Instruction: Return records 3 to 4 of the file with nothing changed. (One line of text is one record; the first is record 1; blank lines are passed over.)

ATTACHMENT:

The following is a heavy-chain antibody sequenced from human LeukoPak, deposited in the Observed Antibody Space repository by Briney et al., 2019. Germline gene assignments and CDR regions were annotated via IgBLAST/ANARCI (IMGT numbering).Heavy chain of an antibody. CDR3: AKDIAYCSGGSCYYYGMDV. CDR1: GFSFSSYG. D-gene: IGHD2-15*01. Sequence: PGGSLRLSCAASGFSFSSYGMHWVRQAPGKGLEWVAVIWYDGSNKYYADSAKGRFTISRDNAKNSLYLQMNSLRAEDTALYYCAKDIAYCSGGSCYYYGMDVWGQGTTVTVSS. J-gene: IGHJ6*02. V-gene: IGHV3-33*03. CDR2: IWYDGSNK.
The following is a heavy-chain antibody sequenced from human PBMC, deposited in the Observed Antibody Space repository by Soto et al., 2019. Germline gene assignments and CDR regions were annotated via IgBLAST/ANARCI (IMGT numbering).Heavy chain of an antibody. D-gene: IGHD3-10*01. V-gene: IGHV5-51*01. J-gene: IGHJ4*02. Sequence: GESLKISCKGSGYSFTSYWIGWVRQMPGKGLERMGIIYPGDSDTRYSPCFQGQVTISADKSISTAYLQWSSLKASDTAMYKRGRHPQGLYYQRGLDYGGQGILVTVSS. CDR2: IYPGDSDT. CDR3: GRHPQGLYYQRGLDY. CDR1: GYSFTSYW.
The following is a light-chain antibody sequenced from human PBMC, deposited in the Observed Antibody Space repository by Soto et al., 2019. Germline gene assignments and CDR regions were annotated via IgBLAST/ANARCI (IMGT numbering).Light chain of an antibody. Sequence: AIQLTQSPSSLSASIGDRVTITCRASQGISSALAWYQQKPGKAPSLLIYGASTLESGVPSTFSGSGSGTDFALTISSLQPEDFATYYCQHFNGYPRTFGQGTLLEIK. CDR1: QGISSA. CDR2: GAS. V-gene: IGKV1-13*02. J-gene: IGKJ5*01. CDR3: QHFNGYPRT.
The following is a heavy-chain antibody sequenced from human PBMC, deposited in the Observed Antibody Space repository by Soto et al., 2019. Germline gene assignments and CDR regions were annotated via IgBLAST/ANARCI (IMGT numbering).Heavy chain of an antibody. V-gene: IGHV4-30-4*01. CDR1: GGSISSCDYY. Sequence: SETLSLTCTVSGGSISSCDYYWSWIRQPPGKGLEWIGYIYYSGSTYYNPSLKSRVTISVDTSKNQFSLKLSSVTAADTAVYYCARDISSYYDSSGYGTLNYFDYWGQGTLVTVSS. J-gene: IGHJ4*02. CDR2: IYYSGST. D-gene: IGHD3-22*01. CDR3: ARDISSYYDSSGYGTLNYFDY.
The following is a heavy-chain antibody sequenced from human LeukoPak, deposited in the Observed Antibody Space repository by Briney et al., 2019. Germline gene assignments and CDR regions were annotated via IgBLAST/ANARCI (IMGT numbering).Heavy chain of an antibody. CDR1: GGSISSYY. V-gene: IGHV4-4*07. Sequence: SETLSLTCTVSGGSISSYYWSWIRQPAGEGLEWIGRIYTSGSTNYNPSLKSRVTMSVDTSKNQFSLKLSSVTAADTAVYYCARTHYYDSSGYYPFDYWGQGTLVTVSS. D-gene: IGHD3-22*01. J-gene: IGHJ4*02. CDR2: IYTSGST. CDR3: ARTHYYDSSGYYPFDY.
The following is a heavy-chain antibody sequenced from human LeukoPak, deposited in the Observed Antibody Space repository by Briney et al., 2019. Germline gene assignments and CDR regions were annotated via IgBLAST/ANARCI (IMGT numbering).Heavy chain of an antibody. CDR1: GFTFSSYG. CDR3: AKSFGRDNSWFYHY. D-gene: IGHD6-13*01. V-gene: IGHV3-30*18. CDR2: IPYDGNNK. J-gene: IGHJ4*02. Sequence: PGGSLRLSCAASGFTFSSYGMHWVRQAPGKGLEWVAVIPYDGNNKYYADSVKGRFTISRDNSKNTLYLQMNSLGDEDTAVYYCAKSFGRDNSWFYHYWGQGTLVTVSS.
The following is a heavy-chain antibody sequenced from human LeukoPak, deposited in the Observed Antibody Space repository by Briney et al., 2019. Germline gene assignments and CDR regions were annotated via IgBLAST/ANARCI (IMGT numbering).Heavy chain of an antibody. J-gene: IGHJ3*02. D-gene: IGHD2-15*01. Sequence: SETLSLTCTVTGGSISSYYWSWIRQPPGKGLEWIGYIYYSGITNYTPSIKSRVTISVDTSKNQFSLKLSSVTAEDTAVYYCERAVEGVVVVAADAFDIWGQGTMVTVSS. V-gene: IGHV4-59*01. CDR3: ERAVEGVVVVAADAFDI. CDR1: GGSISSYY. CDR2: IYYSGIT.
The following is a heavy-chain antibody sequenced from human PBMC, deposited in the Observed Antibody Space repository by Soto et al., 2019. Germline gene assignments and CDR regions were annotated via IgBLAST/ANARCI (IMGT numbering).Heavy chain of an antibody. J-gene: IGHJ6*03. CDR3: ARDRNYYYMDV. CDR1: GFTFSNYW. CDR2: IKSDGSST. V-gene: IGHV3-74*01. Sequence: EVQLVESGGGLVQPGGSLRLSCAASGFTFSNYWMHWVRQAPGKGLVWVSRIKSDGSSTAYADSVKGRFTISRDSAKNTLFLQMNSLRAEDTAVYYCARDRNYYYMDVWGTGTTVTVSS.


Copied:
The following is a light-chain antibody sequenced from human PBMC, deposited in the Observed Antibody Space repository by Soto et al., 2019. Germline gene assignments and CDR regions were annotated via IgBLAST/ANARCI (IMGT numbering).Light chain of an antibody. Sequence: AIQLTQSPSSLSASIGDRVTITCRASQGISSALAWYQQKPGKAPSLLIYGASTLESGVPSTFSGSGSGTDFALTISSLQPEDFATYYCQHFNGYPRTFGQGTLLEIK. CDR1: QGISSA. CDR2: GAS. V-gene: IGKV1-13*02. J-gene: IGKJ5*01. CDR3: QHFNGYPRT.
The following is a heavy-chain antibody sequenced from human PBMC, deposited in the Observed Antibody Space repository by Soto et al., 2019. Germline gene assignments and CDR regions were annotated via IgBLAST/ANARCI (IMGT numbering).Heavy chain of an antibody. V-gene: IGHV4-30-4*01. CDR1: GGSISSCDYY. Sequence: SETLSLTCTVSGGSISSCDYYWSWIRQPPGKGLEWIGYIYYSGSTYYNPSLKSRVTISVDTSKNQFSLKLSSVTAADTAVYYCARDISSYYDSSGYGTLNYFDYWGQGTLVTVSS. J-gene: IGHJ4*02. CDR2: IYYSGST. D-gene: IGHD3-22*01. CDR3: ARDISSYYDSSGYGTLNYFDY.